As explained in subsections A. and B. above, we think the Commissioner, in finding and concluding that income on invested capital should be considered as a factor in insurance ratemaking, misconstrued the law in this jurisdiction and the prevailing law in other jurisdictions. Accordingly, the Commissioner’s findings and conclusions in this respect were “affected by other error(s) of law” as contemplated by G.S. 58-9.6(b)(4) and G.S. 150A-5K4) and those portions of his order must be vacated and set aside.
Our review of the cases and other authority cited above leads us to conclude that the issue presented here has historically resulted from confusion over the difference in income from unearned premiums and loss reserve funds and in income from invested capital. The industry’s position has been and is that the insurance business is divided into two separate and distinct branches, (1) the underwriting business and (2) the investment business. The industry argues that in establishing an appropriate rate for policyholders, only income from investments in the underwriting portion of the business should be considered. It argues that it is required to segregate certain of its assets in order to show its ability to pay claims from its policyholders and that it would be foreign to the arrangement to expect the corporate investors to donate the income from their investments. In other words, income from assets in excess of the assets required to conduct its underwriting business should not be pertinent in a ratemaking case.
The opposing view is that the business of insurance should be regarded as a whole. So far as the real owners of the business, the stockholders, are concerned, all income arising from the business, and all expenses and loss incident thereto, should be considered, and must of necessity be considered in determining whether or not there has been a profit, and the extent and amount thereof. Aetna Insurance Company v. Travis, 124 Kan. 350, 259 P. 1068 (1927), cert. denied, 276 U.S. 628 (1928).
North Carolina clearly appears to distinguish between the different categories of insurance company income. As stated earlier, prior decisions in this State have sustained the view that investment income from unearned premiums and loss reserve funds are appropriately considered in a ratemaking hearing. Indeed, the 1979 Legislature amended G.S. 58-124.19(2) to make this abundantly clear. Neither prior cases nor statutes, however, have permitted consideration of invested income from investment capital.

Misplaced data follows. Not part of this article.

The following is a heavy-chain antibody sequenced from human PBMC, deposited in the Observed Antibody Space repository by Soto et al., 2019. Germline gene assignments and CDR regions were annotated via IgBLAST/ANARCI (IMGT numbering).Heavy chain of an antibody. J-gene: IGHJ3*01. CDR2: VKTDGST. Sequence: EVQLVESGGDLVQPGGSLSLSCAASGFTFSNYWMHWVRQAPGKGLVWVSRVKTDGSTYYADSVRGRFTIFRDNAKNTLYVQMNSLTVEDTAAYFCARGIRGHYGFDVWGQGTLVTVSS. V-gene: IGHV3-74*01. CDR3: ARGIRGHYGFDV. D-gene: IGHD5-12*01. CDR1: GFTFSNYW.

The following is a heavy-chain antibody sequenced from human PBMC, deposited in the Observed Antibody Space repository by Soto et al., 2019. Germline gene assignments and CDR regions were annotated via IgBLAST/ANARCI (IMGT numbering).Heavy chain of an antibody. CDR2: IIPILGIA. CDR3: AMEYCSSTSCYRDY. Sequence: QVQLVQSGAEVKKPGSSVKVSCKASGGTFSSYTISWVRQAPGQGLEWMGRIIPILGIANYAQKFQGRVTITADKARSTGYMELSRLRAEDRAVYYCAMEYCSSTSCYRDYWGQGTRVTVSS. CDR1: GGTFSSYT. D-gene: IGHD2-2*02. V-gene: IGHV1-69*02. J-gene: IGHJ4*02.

Other sections of Chapter 58 further argue against considering income on investment capital. G.S. 58-35 provides that companies “shall maintain unearned premium reserves equal to the *447unearned portions of the gross premiums charged on unexpired or unterminated risks and policies. . . It provides other details in this respect and authorizes the Commissioner to calculate a company’s unearned premium reserves “upon the monthly pro rata fractional basis, or, if necessary, on each respective risk from the date of the issuance of the policy” if he is unsatisfied with the company’s conformance with the statutory formula. G.S. 58-35.2 provides that “[i]n determining the financial condition of any casualty insurance or surety company . . . there shall be included in the habilites of such company loss reserves and loss expense reserves at least equal to the amounts required under . . . this section.” (Emphasis added.) That section also sets out an elaborate scheme for loss reserve requirements. Among these is the requirement that “[f]or all such liability policies written during the three years immediately preceding the date of determination, such reserves shall be the sum of the reserves for each such year, which shall be 60°/o of the earned premiums on liability policies written during such year.” G.S. 58-35.2(c)(2). (Emphasis added.)